Saturday, November 18, 2017

It can't all be carrots

In a world where there should be carrots and sticks. Praise for performance and consequences for making dumb mistakes. I was interested to find that some students pulled together a group complaint about me and sent it up the chain of command. They may get their wish and I'll be taken off teaching this course.

That would be unfortunate.

In related news, I just checked (on a second submission) how many of the students just made the same mistake. Out of 15 - only one. A reduction in skwewup rate from 30% down to 7%. The employers and supervisors of the future can thank me later. So can the students, but chances are that I'll be gone.

It can't all be carrots, but sometimes we can make the sticks a cheap lesson.

Wednesday, November 15, 2017

When is a mango not a mango?

I'm here in Cairns where mangoes grow on trees. Yet they still sell for about $3 each in the supermarket, and growers out on the Tablelands are letting the rot on the ground. So when is a mango not a mango? When it's a part of "the total product".





Thursday, November 9, 2017

Wrong paradigm: Nobody expects to be evaluated on their results

I recently set a (tiny, 2%) task for some students whereby they got measured on results rather than the effort.
I asked them to trim up a data file and then share it with me through - pretty much - any cloud method they wanted.

I made it very clear that the only thing I wanted to do was click on the link and open it up. I had told them that I could be anywhere and using any account. I might be in Botswana, I might be using a Gmail account or Hotmail or whatever.

A significant number failed. They mistakenly introduced authorities that meant I couldn't read it; they shared rather than providing a shareable link - there were a fair few ways to screw this up.
And only one way to get it right.

When they got right I would just click a hyperlink and download the file.
Imagine the outcry when I failed them purely because they could not get me the file.
  • "But I work so hard on this"
  • "But I need to be able to pass this"
  • "But all you needed to do was contact me so that I could fix it up"
  • "You know what I meant"
  • "I don't understand computers"
  • "Maybe there is a language problem"

It has been interesting to see what happens when you force people to be assessed on results rather than the effort they put in. And the idea that a whole heap of effort might come to absolutely nothing because of one simple mistake - unthinkable!

"Welcome to the party, pal!" Welcome to life.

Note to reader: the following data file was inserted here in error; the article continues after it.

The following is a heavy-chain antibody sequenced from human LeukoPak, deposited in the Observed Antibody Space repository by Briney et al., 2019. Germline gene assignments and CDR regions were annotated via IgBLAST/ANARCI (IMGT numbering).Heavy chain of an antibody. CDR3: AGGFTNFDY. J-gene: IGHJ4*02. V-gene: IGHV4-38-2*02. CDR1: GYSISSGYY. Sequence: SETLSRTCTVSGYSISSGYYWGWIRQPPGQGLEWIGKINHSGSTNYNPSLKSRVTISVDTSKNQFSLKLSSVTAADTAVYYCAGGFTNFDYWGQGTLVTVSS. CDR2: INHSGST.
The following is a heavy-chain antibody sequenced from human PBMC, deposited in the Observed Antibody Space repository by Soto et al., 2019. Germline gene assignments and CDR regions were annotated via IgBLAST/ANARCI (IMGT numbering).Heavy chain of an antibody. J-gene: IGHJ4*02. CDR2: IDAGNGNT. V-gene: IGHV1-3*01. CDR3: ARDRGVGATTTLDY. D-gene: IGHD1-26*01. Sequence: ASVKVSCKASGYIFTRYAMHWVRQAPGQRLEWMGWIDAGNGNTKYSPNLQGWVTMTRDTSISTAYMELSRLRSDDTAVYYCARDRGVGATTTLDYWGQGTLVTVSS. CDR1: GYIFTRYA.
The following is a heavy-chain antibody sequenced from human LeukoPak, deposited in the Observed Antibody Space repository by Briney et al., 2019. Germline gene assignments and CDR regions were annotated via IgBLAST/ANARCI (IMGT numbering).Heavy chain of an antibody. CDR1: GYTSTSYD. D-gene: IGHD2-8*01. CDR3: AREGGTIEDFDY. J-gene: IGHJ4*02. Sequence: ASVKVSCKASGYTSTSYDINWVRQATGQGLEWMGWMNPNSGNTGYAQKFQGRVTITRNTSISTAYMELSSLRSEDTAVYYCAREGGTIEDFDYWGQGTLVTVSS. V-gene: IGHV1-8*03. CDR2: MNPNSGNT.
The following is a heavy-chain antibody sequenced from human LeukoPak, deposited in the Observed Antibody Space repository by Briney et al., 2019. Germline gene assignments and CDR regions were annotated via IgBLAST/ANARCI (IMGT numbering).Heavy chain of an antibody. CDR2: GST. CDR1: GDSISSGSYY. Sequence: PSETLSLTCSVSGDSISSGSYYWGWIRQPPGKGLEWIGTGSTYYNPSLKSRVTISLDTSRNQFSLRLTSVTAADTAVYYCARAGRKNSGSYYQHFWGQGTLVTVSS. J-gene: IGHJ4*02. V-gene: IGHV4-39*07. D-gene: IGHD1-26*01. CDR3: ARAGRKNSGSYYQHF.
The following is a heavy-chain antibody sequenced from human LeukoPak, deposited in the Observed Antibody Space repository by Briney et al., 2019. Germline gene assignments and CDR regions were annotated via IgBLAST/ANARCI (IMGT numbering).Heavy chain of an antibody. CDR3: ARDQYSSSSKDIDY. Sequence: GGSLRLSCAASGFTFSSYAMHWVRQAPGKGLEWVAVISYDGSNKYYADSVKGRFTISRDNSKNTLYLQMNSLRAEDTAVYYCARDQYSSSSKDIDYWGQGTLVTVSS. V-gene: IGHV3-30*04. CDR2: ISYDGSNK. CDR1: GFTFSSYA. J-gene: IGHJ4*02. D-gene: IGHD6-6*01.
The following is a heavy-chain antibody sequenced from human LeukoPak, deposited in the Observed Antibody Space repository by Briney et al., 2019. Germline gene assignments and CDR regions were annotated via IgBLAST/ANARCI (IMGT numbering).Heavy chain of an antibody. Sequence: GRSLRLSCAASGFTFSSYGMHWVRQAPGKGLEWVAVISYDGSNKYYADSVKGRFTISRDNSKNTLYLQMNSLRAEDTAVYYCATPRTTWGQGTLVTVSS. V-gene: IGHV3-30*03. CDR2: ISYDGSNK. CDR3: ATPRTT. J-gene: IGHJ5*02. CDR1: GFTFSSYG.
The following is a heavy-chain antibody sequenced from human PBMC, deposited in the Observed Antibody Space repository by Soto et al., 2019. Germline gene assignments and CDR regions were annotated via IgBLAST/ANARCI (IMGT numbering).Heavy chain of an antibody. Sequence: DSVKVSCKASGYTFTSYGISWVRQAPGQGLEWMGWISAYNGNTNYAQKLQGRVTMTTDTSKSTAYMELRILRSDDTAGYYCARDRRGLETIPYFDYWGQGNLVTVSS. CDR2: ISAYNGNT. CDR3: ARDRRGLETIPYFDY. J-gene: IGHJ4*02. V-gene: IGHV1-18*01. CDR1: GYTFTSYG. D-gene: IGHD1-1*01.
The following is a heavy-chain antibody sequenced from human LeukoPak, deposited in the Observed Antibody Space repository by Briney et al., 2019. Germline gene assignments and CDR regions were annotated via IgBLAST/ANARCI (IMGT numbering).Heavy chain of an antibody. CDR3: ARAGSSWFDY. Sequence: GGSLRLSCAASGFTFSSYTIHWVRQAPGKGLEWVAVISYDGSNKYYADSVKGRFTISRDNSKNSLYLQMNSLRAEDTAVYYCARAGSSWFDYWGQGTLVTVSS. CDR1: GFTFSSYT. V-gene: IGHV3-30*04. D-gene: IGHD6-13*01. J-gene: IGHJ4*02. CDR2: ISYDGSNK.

Sunday, October 29, 2017

Score one for the doctrine of separation of powers.

I love the way that the citizenship 7 were sweating on the finding of the High Court.

I like it even more that it was the deputy prime minister that was sweating. That is the beauty of our government and judicial system.

Two completely separate arms of management that makes the laws and interpret the laws. Somebody was very clever some time ago to decide that you could not make a law in advance that would accommodate every possible situation.

And so we have the doctrine of separation of powers.

In a world of imperfect humans perhaps this is a way of muddling through the mess?

Wednesday, October 25, 2017

Housework and Damned Statistics

Self serving, I suppose, but:

The old saw of Lies, Damned Lies and Statistics comes up to me all the time. Reporting numbers give them a credibility that they often do not deserve.

The recent Australian census indicated that women were doing the largest share of the housework. That sounds like a misapplication of the word "share".

Who decides how much housework there is to do in a house? If one person is happy with a dirty floor, a filthy toilet and mess everywhere then their idea of total housework hours per week is probably only 5. A person who wishes to live in a monument might have an underlying thought that 20 hours a week is the total required amount of housework.

That sounds to me like a question that needs to be determined between the couple, but just because one person thinks the hours should be higher doesn't make it the right thing.

So if there are a total of 20 hours per week of housework done in a house then the damn statistic is that one person is doing three times the amount of the other. Context: By their own choice.

Or as a person might rudely say:

"Everybody needs a hobby - if yours happens to be polishing silverware then who am I to stop you?"

Tuesday, October 24, 2017

Junk Science rules

In a world where people have access to all sorts of information but lack the intelligence to separate bullshit from solid argument, junk science is king.

Glyphosate is an excellent and safe chemical and the recent talk of it being harmful to health:

The entire case against glyphosate is one “monograph” from an obscure World Health Organisation body called the International Agency for Research on Cancer, which concluded that glyphosate might cause cancer at very high doses. It admitted that by the same criteria, sausages and sawdust should also be classified as carcinogens.

came out of a "pay to publish" journal and should be thrown into the same basket of junk science as vaccines cause autism:

Scientists and organizations across the world spent a great deal of time and money refuting the results of a minor paper in the Lancet and exposing the scientific fraud that formed the basis of the paper. Appallingly, parents across the world did not vaccinate their children out of fear of the risk of autism, thereby exposing their children to the risks of disease and the well-documented complications related thereto.

Conspiracy theorists are sometimes the greatest enemy of reason.